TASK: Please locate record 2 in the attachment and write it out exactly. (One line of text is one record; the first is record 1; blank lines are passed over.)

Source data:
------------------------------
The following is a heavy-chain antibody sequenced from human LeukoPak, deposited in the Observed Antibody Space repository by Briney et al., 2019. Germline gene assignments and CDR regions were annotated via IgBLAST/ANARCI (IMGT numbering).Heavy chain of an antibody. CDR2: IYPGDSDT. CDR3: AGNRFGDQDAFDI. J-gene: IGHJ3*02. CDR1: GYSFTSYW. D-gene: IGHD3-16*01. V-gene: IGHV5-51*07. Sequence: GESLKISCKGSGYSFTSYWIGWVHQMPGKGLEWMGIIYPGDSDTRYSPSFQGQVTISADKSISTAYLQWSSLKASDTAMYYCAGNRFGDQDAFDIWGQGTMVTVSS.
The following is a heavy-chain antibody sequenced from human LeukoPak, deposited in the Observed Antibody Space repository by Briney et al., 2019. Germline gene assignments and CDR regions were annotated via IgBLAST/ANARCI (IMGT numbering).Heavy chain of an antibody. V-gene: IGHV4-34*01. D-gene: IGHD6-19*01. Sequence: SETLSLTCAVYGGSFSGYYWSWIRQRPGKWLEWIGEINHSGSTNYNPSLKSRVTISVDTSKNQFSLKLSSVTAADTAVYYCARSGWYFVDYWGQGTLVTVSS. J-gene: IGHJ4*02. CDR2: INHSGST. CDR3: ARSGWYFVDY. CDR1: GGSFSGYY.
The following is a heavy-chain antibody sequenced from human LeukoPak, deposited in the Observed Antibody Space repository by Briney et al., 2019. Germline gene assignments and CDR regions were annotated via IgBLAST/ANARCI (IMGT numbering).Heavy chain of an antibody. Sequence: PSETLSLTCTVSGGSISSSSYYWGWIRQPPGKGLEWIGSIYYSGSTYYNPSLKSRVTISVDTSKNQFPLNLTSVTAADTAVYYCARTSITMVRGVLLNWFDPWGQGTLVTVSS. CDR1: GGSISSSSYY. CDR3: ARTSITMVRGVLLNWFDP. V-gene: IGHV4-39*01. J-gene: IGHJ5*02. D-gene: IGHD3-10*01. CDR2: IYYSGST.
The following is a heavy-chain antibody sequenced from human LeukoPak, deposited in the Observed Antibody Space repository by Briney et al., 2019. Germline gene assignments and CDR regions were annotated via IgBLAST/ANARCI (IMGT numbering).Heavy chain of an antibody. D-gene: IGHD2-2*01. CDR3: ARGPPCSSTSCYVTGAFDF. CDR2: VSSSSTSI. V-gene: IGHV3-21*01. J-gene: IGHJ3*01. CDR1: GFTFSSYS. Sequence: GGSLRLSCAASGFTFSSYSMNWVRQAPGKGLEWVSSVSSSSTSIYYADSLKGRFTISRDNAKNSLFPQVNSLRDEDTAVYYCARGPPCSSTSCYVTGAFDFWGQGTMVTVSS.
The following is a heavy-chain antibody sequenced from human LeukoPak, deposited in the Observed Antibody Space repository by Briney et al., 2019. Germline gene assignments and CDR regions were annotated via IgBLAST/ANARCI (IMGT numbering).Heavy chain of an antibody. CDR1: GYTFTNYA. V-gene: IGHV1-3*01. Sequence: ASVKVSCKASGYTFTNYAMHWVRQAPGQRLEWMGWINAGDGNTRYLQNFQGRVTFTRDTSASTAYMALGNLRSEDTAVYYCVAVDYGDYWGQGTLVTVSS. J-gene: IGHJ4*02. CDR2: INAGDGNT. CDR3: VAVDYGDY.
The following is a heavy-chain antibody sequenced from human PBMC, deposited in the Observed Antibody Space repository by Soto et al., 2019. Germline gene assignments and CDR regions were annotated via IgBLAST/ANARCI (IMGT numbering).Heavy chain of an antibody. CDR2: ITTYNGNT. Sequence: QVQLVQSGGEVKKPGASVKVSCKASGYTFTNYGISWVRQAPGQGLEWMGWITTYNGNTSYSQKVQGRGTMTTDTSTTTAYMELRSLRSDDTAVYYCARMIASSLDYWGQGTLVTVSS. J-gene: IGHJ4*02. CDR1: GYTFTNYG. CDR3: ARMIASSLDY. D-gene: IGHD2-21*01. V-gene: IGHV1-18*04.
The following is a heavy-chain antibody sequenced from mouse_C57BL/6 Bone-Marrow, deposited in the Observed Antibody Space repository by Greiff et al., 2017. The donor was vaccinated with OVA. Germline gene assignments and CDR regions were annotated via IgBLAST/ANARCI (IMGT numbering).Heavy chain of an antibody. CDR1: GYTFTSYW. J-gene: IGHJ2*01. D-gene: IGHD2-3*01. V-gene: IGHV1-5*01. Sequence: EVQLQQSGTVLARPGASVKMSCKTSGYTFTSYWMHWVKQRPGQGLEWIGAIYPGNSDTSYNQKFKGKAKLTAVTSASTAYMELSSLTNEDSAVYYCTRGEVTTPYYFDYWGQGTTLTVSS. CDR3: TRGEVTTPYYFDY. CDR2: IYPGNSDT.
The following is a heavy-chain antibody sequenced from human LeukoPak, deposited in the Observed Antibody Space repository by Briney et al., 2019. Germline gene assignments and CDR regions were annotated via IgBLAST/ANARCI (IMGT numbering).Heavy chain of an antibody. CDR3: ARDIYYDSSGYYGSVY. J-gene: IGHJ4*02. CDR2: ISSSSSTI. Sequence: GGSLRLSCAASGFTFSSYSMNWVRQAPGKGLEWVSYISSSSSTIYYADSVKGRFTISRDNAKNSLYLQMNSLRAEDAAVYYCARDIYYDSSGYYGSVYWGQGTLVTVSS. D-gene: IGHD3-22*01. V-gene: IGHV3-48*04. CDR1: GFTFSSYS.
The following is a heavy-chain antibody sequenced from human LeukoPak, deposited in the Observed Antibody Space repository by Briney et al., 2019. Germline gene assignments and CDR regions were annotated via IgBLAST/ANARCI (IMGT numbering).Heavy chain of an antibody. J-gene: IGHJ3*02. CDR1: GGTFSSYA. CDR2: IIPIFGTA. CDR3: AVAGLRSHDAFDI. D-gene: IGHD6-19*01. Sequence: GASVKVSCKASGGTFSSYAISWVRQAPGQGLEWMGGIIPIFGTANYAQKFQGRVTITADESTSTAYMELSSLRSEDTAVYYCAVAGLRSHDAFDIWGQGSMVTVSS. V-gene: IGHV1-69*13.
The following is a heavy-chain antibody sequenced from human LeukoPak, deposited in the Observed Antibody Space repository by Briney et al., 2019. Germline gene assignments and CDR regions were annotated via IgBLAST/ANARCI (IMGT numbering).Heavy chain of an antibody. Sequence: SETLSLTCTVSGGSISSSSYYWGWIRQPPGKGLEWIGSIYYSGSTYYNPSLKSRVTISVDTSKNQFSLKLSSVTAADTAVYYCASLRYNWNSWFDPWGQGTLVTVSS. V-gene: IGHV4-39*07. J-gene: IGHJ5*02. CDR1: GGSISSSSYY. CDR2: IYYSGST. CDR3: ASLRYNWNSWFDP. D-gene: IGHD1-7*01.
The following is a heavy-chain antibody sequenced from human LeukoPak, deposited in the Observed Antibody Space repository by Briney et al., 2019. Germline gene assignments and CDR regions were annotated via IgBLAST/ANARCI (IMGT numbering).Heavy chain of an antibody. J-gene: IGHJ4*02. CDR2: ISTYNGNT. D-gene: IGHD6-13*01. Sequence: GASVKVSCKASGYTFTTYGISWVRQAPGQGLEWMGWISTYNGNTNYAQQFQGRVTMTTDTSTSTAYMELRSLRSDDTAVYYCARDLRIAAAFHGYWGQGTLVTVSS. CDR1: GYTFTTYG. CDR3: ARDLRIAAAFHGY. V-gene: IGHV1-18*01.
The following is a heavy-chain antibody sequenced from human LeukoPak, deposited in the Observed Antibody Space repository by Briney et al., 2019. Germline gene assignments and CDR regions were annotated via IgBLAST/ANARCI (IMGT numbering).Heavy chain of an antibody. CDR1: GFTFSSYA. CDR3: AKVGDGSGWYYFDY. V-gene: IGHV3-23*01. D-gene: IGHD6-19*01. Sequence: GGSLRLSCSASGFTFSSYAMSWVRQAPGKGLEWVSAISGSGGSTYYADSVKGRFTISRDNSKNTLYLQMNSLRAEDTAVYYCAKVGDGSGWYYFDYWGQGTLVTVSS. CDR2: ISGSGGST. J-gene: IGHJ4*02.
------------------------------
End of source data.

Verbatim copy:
The following is a heavy-chain antibody sequenced from human LeukoPak, deposited in the Observed Antibody Space repository by Briney et al., 2019. Germline gene assignments and CDR regions were annotated via IgBLAST/ANARCI (IMGT numbering).Heavy chain of an antibody. V-gene: IGHV4-34*01. D-gene: IGHD6-19*01. Sequence: SETLSLTCAVYGGSFSGYYWSWIRQRPGKWLEWIGEINHSGSTNYNPSLKSRVTISVDTSKNQFSLKLSSVTAADTAVYYCARSGWYFVDYWGQGTLVTVSS. J-gene: IGHJ4*02. CDR2: INHSGST. CDR3: ARSGWYFVDY. CDR1: GGSFSGYY.